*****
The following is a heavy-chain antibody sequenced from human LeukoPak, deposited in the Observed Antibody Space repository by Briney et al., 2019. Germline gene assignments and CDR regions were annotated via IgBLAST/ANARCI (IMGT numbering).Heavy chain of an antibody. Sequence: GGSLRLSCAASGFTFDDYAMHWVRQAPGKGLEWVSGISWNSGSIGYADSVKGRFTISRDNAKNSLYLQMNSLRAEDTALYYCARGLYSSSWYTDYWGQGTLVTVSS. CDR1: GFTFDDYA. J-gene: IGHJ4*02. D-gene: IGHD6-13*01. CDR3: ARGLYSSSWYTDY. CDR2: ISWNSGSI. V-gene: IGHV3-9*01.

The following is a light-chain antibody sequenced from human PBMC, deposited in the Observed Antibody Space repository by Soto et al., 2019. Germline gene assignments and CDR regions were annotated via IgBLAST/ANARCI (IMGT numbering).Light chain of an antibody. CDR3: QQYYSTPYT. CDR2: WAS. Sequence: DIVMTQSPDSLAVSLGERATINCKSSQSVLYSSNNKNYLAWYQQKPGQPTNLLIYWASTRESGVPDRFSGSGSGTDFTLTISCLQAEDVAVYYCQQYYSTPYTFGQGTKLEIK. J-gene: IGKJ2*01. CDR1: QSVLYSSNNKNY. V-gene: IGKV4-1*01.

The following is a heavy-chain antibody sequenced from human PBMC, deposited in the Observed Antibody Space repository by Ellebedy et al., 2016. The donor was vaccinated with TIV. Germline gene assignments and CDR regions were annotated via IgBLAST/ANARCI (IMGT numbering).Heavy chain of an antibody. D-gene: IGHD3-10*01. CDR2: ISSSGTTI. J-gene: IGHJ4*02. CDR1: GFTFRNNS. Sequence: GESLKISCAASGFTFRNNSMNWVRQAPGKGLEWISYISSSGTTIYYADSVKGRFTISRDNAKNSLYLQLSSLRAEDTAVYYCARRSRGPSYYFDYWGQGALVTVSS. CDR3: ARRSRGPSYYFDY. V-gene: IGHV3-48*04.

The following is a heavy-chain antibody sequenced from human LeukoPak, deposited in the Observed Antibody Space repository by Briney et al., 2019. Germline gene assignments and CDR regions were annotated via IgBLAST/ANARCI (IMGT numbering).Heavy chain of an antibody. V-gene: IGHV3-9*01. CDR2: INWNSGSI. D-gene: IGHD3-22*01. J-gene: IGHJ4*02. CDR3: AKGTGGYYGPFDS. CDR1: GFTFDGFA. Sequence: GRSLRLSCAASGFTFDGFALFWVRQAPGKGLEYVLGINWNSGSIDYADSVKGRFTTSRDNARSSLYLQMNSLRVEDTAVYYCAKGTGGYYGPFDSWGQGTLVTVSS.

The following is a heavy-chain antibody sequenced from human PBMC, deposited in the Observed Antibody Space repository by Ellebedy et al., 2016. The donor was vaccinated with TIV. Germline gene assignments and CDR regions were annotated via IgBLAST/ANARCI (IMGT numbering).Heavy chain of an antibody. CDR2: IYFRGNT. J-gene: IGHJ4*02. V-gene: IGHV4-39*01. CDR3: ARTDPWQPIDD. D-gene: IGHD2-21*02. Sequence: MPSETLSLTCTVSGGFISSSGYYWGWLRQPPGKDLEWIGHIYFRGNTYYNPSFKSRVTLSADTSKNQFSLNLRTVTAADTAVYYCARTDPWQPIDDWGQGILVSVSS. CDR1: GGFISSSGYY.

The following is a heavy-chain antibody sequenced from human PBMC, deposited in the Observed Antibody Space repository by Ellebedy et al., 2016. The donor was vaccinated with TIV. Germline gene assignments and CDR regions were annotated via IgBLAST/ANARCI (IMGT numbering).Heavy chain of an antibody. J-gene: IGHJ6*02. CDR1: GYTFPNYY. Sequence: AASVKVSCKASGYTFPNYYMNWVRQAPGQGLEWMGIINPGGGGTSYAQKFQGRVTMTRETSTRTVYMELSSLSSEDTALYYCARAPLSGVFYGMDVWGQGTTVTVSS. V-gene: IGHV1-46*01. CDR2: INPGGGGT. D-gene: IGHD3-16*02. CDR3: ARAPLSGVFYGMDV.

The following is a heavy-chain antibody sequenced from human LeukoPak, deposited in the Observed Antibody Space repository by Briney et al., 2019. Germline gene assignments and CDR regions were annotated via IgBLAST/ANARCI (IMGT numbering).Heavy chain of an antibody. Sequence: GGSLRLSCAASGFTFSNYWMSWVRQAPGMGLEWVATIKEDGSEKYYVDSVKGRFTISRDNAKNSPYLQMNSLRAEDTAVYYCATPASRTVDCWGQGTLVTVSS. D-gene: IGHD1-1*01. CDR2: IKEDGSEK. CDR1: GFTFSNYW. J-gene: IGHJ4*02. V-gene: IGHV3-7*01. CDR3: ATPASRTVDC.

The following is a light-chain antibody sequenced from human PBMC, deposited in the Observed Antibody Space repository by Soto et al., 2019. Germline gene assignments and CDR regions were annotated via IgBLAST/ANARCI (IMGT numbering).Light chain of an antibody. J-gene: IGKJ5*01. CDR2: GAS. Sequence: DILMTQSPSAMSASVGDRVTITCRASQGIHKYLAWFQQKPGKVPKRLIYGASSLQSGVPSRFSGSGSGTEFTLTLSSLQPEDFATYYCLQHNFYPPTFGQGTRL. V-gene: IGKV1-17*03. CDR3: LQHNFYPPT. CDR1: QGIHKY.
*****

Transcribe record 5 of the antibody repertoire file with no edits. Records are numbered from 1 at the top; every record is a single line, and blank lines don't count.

The following is a heavy-chain antibody sequenced from human PBMC, deposited in the Observed Antibody Space repository by Ellebedy et al., 2016. The donor was vaccinated with TIV. Germline gene assignments and CDR regions were annotated via IgBLAST/ANARCI (IMGT numbering).Heavy chain of an antibody. CDR2: IYFRGNT. J-gene: IGHJ4*02. V-gene: IGHV4-39*01. CDR3: ARTDPWQPIDD. D-gene: IGHD2-21*02. Sequence: MPSETLSLTCTVSGGFISSSGYYWGWLRQPPGKDLEWIGHIYFRGNTYYNPSFKSRVTLSADTSKNQFSLNLRTVTAADTAVYYCARTDPWQPIDDWGQGILVSVSS. CDR1: GGFISSSGYY.